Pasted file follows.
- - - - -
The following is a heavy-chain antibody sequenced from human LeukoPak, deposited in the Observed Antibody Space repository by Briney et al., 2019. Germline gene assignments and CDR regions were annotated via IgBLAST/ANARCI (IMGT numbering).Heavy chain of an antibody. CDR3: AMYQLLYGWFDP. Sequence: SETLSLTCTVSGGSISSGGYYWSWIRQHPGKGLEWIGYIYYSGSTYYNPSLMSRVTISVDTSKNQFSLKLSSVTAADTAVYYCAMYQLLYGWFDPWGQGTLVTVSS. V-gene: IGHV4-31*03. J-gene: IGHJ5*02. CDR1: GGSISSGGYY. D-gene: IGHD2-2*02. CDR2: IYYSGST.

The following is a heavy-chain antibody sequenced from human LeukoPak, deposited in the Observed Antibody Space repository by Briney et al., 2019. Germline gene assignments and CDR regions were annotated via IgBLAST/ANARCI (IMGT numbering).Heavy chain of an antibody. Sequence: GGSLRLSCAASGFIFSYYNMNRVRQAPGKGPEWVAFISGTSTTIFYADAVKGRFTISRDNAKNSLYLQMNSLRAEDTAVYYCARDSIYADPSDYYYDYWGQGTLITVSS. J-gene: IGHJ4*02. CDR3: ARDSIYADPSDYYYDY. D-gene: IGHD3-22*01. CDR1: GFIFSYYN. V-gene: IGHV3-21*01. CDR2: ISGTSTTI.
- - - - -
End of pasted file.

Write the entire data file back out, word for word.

The following is a heavy-chain antibody sequenced from human LeukoPak, deposited in the Observed Antibody Space repository by Briney et al., 2019. Germline gene assignments and CDR regions were annotated via IgBLAST/ANARCI (IMGT numbering).Heavy chain of an antibody. CDR3: AMYQLLYGWFDP. Sequence: SETLSLTCTVSGGSISSGGYYWSWIRQHPGKGLEWIGYIYYSGSTYYNPSLMSRVTISVDTSKNQFSLKLSSVTAADTAVYYCAMYQLLYGWFDPWGQGTLVTVSS. V-gene: IGHV4-31*03. J-gene: IGHJ5*02. CDR1: GGSISSGGYY. D-gene: IGHD2-2*02. CDR2: IYYSGST.

The following is a heavy-chain antibody sequenced from human LeukoPak, deposited in the Observed Antibody Space repository by Briney et al., 2019. Germline gene assignments and CDR regions were annotated via IgBLAST/ANARCI (IMGT numbering).Heavy chain of an antibody. Sequence: GGSLRLSCAASGFIFSYYNMNRVRQAPGKGPEWVAFISGTSTTIFYADAVKGRFTISRDNAKNSLYLQMNSLRAEDTAVYYCARDSIYADPSDYYYDYWGQGTLITVSS. J-gene: IGHJ4*02. CDR3: ARDSIYADPSDYYYDY. D-gene: IGHD3-22*01. CDR1: GFIFSYYN. V-gene: IGHV3-21*01. CDR2: ISGTSTTI.